A team led by Wilson Xu from the University of Southern California, Los Angeles will highlight study results that showed significant differences in the perivascular spaces between people with migraines and those without migraines. Perivascular spaces are fluid-filled areas that surround blood vessels in the brain. They are affected by several factors, including abnormalities in the blood-brain barrier and inflammation.
"[Differences in perivascular spaces] might be suggestive of glymphatic disruption within the brain, but whether such changes affect migraine development or result from migraine is unknown," Xu and colleagues wrote in their abstract.
Over 37 million people in the U.S. are affected by migraines, and up to 148 million people worldwide suffer from the condition, according to figures from the American Migraine Foundation. Enlarged perivascular spaces can be a sign of underlying small vessel disease, but the potential ties between migraines and enlarged perivascular spaces have been unclear.
Xu's group used ultrahigh field 7T MRI to compare structural microvascular changes in people with different types of migraines and compared them to migraine-free controls. The team used data from 10 patients with chronic migraines, 10 with episodic migraines without aura, and five who were free of migraines.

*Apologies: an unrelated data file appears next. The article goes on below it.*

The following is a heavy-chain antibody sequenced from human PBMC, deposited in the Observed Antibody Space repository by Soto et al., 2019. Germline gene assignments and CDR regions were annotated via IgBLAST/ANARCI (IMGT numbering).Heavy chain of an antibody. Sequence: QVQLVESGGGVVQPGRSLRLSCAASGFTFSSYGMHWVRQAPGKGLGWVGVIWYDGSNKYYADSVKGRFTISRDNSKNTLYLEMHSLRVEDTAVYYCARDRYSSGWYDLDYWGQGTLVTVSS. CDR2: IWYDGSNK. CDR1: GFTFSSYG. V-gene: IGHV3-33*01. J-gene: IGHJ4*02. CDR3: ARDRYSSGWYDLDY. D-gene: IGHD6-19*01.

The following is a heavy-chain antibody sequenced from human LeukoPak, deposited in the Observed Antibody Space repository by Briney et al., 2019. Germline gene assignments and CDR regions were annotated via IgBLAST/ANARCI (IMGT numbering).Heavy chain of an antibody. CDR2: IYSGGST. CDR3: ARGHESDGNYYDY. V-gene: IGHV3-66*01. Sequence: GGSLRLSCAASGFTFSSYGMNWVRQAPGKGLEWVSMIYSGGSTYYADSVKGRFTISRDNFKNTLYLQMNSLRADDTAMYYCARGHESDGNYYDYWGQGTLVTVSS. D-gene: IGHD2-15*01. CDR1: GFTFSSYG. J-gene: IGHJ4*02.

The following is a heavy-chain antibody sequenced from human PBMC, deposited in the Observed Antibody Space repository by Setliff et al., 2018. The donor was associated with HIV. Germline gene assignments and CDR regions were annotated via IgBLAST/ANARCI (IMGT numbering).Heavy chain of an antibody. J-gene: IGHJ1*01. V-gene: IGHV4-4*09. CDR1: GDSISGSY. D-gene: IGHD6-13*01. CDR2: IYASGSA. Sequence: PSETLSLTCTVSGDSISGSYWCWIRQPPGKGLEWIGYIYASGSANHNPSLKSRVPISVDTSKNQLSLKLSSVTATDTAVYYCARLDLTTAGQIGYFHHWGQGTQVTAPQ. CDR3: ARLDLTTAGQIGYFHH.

(A) Enlarged centrum semiovale perivascular spaces present (arrows) on sagittal T1-weighted MRI in a case with chronic migraine. (B) MRI shows a migraine-free control case without enlarged spaces. Image and caption courtesy of the RSNA.
They found that the number of enlarged perivascular spaces in the centrum semiovale was significantly higher with migraines compared to healthy controls (p = 0.04). The researchers also found that the frequency of white matter hyperintensities and cerebral microbleeds did not differ significantly between the migraine sufferers and the healthy control group. However, migraine patients showed a significant correlation between enlarged perivascular space in the centrum semiovale and the severity of deep white matter hyperintensities (p = 0.04).
The team noted that enlarged perivascular spaces may influence other vascular-related changes in people with migraines. This suggests that there could be a pathophysiological mechanism that could be used as an early imaging biomarker.
"Continued study with larger case populations and longitudinal follow-up will better establish the relationship between structural changes and migraine development and type," they concluded.
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